It is very important to wear them all the time except when in water eg Showers, swimming, and when asleep. The reason is the brain first needs to adjust to the way sounds are now heard because of the Aids and once adjusted to them it will affect you more when not wearing them than it used to. Some Hearing Aids can be waterproof and in those cases swimming and showering may be activities where you continue using them.
For some people full ear moulds are better than the thin tube ones that sit in the ear canal, some people can get away with using the complete in ear type of hearing aids. If you are an excessive ear sweater then make sure you use the hearing aid drying methods to ensure they are as free from moisture as possible each day, we find the replaceable desiccating discs in a sealed jar work well for us.
Have your ears checked regularly for wax build up and compaction as the wax 1) can reduce the sounds you hear, 2) it can block the hearing mould or tube rendering the aids useless until the wax is removed and 3) it can lead to a higher risk of or ear infections because of trapped moisture in the ear.
If you hearing aid supplier has a maintenance scheme it is worthwhile looking at paying for it. As we are pensioners we get Aids for free and the maintenance cost is about $45 a year for one of us (which allows us free batteries, cleaning, and repairs).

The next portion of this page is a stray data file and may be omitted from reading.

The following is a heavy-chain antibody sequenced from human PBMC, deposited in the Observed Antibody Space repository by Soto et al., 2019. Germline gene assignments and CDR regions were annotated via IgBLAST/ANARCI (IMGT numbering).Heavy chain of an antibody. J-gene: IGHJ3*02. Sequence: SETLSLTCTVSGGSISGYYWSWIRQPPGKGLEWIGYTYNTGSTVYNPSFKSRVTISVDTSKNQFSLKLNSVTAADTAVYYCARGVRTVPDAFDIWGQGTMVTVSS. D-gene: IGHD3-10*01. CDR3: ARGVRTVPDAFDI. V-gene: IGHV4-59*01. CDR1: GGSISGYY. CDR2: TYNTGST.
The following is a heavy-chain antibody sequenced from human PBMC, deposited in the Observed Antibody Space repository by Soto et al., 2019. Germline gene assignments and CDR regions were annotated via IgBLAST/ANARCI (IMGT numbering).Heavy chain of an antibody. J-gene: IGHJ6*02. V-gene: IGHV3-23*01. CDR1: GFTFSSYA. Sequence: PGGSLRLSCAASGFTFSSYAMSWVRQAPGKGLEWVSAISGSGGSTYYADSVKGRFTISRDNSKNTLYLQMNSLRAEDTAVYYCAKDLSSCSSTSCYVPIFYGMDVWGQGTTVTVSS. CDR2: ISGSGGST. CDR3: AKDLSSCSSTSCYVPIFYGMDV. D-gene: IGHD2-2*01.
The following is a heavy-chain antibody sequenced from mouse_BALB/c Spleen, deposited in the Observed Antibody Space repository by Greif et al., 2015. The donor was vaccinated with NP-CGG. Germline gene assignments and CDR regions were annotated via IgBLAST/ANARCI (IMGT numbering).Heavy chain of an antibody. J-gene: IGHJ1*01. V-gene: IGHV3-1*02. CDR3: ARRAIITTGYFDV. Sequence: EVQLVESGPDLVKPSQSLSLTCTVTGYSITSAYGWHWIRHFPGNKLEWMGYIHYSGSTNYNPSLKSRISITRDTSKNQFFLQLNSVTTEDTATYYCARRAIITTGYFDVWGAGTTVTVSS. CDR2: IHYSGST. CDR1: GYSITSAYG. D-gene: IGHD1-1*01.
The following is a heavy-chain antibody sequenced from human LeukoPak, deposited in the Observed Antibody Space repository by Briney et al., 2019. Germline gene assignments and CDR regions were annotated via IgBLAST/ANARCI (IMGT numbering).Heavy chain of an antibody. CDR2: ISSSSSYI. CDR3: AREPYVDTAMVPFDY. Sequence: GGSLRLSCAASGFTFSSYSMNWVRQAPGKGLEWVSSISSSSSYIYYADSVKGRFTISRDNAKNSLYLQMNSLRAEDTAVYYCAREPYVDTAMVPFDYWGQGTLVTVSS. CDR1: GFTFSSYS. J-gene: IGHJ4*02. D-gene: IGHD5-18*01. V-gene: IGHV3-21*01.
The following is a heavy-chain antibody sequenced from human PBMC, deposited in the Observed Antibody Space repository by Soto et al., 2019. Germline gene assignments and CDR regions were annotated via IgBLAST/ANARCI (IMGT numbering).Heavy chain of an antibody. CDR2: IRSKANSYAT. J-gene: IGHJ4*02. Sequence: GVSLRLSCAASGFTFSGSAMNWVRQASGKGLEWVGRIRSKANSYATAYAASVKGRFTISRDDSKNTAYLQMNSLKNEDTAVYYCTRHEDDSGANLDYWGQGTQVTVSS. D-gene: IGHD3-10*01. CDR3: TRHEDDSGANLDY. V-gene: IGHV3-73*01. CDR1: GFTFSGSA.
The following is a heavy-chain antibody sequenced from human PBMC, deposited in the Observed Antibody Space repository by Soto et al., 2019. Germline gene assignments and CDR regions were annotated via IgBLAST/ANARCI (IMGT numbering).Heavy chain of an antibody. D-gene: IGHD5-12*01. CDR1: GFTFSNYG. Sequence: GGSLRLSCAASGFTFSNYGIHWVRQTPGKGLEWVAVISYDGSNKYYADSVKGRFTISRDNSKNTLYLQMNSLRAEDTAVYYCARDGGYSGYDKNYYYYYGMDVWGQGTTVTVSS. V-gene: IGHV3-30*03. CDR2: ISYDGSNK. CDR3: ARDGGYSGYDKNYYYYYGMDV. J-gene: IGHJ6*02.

If you get another Hearing Aid set it is worthwhile seeing if your last old pair can be tuned to your current hearing needs and then keep them as emergency spares.
Check whether you can have the settings set for at least 2 types but preferably 3 types of use. These are normal usage, directional (they are set to pick up noise from in front of you) so in noisy environments you can concentrate on the person you are listening/speaking to in front of you, and loop setting also called T-switch which allows listening to sounds broadcast over a loop circuit or with telephones that allow this coupling. Some more expensive Aids can have other settings as well but these 3 are probably the major useful ones.
If your Aids support using a remote to adjust the settings it can make life easier than playing with the settings buttons on the Aids themselves but cost can be a factor.
If you are used to listening to music or want to hear when the doorbell or phone rings getting a loop system in your house can be a real benefit and if listening to the TV or music you can set it as high a volume as you need and not disturb anyone else.
Ahh @TheBBG beat me to my points but in regards to the coil many banks particularly their ATM machines now support coil/induction/T-switch Hearing Aids and it can make listening to the menus so much easier. Qld Rail at a lot of major and newer Stations support T switch and allow for much better hearing of train announcements (we use that a lot).